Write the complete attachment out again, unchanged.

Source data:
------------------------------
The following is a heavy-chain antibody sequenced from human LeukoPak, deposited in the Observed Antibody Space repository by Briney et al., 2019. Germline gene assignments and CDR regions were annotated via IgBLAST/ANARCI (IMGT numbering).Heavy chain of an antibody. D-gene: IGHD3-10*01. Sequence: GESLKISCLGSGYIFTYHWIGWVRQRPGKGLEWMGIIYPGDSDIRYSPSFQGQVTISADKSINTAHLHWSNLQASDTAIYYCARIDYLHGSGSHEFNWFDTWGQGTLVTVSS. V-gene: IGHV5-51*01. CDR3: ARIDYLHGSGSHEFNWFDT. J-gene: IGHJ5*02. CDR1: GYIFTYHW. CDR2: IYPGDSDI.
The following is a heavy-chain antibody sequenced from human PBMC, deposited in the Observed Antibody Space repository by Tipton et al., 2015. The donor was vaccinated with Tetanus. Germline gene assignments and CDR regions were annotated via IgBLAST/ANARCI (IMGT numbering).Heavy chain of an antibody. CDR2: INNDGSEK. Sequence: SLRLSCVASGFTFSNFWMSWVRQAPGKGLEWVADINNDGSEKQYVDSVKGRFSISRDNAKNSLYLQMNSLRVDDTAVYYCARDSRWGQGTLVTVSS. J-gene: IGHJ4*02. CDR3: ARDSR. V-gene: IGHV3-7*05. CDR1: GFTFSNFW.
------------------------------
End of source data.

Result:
The following is a heavy-chain antibody sequenced from human LeukoPak, deposited in the Observed Antibody Space repository by Briney et al., 2019. Germline gene assignments and CDR regions were annotated via IgBLAST/ANARCI (IMGT numbering).Heavy chain of an antibody. D-gene: IGHD3-10*01. Sequence: GESLKISCLGSGYIFTYHWIGWVRQRPGKGLEWMGIIYPGDSDIRYSPSFQGQVTISADKSINTAHLHWSNLQASDTAIYYCARIDYLHGSGSHEFNWFDTWGQGTLVTVSS. V-gene: IGHV5-51*01. CDR3: ARIDYLHGSGSHEFNWFDT. J-gene: IGHJ5*02. CDR1: GYIFTYHW. CDR2: IYPGDSDI.
The following is a heavy-chain antibody sequenced from human PBMC, deposited in the Observed Antibody Space repository by Tipton et al., 2015. The donor was vaccinated with Tetanus. Germline gene assignments and CDR regions were annotated via IgBLAST/ANARCI (IMGT numbering).Heavy chain of an antibody. CDR2: INNDGSEK. Sequence: SLRLSCVASGFTFSNFWMSWVRQAPGKGLEWVADINNDGSEKQYVDSVKGRFSISRDNAKNSLYLQMNSLRVDDTAVYYCARDSRWGQGTLVTVSS. J-gene: IGHJ4*02. CDR3: ARDSR. V-gene: IGHV3-7*05. CDR1: GFTFSNFW.